How are problem coins valued?

I’ve discussed many times the process in which how nice coins are assigned price levels. But how are problem coins valued? This is an interesting question and one which is becoming a bit easier to answer since NCS coins have become a well-accepted part of numismatics. (Before I begin, I should state here that NCS or Numismatic Certification Service is a division of NGC that certifies and encapsulates “problem coins” which NGC does not see fit to put in their regular holders. This includes coins that are harshly cleaned, polished, heavily scratched, rim filed, etc. NCS only uses adjectival grades—i.e., they would call a coin “AU details” as opposed to “AU55 details.”)

The reason why non-problem coins are easier to value than problem coins is, well, because they don’t have problems. There is a greater degree of consistency of appearance between an 1830 half eagle in PCGS AU55 (or NGC AU55) than there is with this same issue when it has the details of an AU55 but it has been cleaned.

Let me explain what I mean by this. If you were to call me up and offer me an 1830 half eagle in PCGS AU55, I would have a decent idea of what to expect. I’m figuring that it has light wear, a decent amount of remaining luster, maybe a few scattered marks in the fields and probably a pretty good overall appearance. But if you call me an offer me an 1830 half eagle in an NCS holder that states the coin has “AU details” but has been “cleaned,” I’m not sure what to expect. Has it been lightly cleaned or harshly cleaned? Does it have an acceptable appearance or does it look overly shiny from having been polished or perhaps whizzed?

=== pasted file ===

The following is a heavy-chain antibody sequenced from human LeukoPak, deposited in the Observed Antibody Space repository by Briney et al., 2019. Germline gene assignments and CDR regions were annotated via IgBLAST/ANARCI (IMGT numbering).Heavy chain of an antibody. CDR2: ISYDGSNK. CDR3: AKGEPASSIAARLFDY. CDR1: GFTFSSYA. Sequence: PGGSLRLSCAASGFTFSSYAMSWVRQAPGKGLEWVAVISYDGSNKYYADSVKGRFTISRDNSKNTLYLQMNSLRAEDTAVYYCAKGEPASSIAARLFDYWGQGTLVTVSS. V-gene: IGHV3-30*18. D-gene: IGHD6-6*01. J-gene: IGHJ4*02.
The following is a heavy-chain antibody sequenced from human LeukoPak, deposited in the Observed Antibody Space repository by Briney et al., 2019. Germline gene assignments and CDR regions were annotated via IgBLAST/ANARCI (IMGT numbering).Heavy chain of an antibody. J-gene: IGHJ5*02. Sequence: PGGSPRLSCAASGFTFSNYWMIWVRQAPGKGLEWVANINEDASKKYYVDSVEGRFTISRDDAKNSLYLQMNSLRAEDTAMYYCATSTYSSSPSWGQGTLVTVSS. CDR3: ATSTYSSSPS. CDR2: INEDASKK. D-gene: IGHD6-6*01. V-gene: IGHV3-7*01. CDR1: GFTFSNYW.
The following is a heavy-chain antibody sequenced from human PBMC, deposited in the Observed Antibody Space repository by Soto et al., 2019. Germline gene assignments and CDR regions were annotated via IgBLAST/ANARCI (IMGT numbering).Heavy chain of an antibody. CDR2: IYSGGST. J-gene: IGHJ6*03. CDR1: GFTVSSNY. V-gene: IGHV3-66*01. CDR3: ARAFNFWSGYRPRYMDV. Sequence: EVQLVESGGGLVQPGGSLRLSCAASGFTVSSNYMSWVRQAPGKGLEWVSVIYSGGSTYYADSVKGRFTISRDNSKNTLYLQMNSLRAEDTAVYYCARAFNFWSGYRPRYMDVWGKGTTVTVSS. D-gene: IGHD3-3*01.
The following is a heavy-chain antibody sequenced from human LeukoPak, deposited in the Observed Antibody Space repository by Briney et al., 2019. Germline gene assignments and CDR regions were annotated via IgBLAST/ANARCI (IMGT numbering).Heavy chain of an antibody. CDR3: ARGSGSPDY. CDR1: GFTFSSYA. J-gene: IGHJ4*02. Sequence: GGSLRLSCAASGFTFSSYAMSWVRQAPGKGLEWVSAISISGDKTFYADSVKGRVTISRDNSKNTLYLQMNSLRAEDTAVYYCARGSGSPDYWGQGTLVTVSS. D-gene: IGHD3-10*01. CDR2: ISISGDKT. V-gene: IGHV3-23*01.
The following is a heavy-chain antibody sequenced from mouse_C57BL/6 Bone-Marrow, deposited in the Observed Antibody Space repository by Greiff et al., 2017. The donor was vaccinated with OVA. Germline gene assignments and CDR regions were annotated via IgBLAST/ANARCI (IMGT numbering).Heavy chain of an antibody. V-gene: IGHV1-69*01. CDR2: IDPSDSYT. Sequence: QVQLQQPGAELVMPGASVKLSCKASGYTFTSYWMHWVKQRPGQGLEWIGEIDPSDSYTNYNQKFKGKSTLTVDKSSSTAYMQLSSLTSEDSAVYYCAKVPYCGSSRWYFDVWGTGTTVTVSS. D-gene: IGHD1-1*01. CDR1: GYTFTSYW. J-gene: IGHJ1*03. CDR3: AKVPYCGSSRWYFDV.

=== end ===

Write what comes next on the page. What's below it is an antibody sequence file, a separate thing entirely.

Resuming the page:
From my experience with viewing NCS coins, there is a very wide range of coins in these holders.

I’ve seen coins that NCS has called “cleaned” that look pretty acceptable to me; not very different, in fact, from coins encapsulated by both NGC and PCGS. I’ve also seen coins placed in NCS holders that had planchet flaws or mint-made surface that, in my opinion, could just as easily be in “normal” NGC or PCGS holders.

But back to cleaned coins and how to value them. As a general rule of thumb, I think that if a coin has been lightly cleaned it is worth around half of what a non-cleaned example would be worth. The NGC or PCGS AU55 1830 half eagle that I mentioned above is a $60,000 coin if it has a decent, original appearance. In an NCS “AU details—cleaned” holder it’s more likely worth $30,000 or so. And if it’s a very harshly cleaned AU coin with some damage as well it is more likely worth in the area of $15,000-20,000.

This brings me to a philosophical question. Would I, as a collector, want to own a very rare but very ugly coin that costs $20,000 or $30,000? I do not personally like problem coins even though I can understand their value and why certain collectors would want, say, an “affordable” example of a desirable coin like an 1808 quarter eagle. But I would rather spend my $20,000 or $30,000 on a coin that was less rare and more aesthetically pleasing. If my budget for a very rare coin like an 1808 quarter eagle was only $20,000-30,000 I would re-examine the “need” for this issue to be in my collection and would spend the money on something nicer.